The “R” word has made a reappearance in rail travel: that’s R as in Renationalisation, following the Government takeover of the running of what used to be called InterCity East Coast (ICEC). Until yesterday, this franchise – to run trains out of London’s Kings Cross terminus to Leeds, York, Newcastle, Edinburgh and points north – was part of the National Express empire. Or so it appeared.
Much recent talk has been devoted to the idea that, should a company lose one franchise, they will forfeit any others they hold. This idea went the rounds when FirstGroup was having initial problems – and experiencing much customer dissatisfaction – with the enlarged Great Western franchise. But NatEx hold two other franchises – East Anglia and C2C – and they appear to be holding on to those. How does that work?
A clue can be gleaned from the Beeb’s Robert Peston, who has added an interesting post to his blog. It seems that National Express East Coast (NXEC) is a Special Purpose Vehicle (SPV) with a limited connection to the National Express Group. That connection is so tenuous that NatEx has been told by its legal advisors that the Government can’t call in those other franchises, even if NatEx walks away from this one. Andrew Adonis isn’t too sure about that, but if he wants to pursue matters, it will have to go to law. That’ll be extra.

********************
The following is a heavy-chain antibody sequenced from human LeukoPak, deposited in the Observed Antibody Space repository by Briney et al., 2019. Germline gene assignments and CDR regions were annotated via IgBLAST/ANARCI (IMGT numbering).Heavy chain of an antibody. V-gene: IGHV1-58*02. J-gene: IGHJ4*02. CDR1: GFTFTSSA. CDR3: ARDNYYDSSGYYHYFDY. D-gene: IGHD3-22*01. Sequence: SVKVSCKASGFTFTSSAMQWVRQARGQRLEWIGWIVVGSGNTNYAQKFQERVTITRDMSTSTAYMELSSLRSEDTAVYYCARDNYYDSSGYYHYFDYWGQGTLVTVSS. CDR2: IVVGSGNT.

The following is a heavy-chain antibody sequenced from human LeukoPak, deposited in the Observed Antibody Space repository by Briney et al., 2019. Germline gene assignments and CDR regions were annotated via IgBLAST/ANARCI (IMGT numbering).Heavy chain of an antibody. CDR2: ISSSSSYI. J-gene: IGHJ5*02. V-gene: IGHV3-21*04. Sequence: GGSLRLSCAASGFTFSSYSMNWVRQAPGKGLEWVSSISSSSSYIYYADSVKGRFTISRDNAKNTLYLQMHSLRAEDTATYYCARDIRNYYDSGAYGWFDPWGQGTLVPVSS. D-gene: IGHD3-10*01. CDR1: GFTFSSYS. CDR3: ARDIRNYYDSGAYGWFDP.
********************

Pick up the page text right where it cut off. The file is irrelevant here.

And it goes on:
So what happens now? The Government reckons that it will soon be able to put ICEC out to tender once more. But whether anyone will even come near the premium payment of 1.4 billions over the lifetime of the franchise – which was what NatEx bid – is another matter. At that time, franchises were looked on as a one way bet, and the winning bid was predicated on a revenue growth of 9% - every year.
Also, Stagecoach – who are the incumbents at South West Trains (SWT) are making unhappy sounds about the terms of their agreement with the Government. They, too, have signed up for large premia over the coming years.
So the number of unwanted franchises may be set to increase.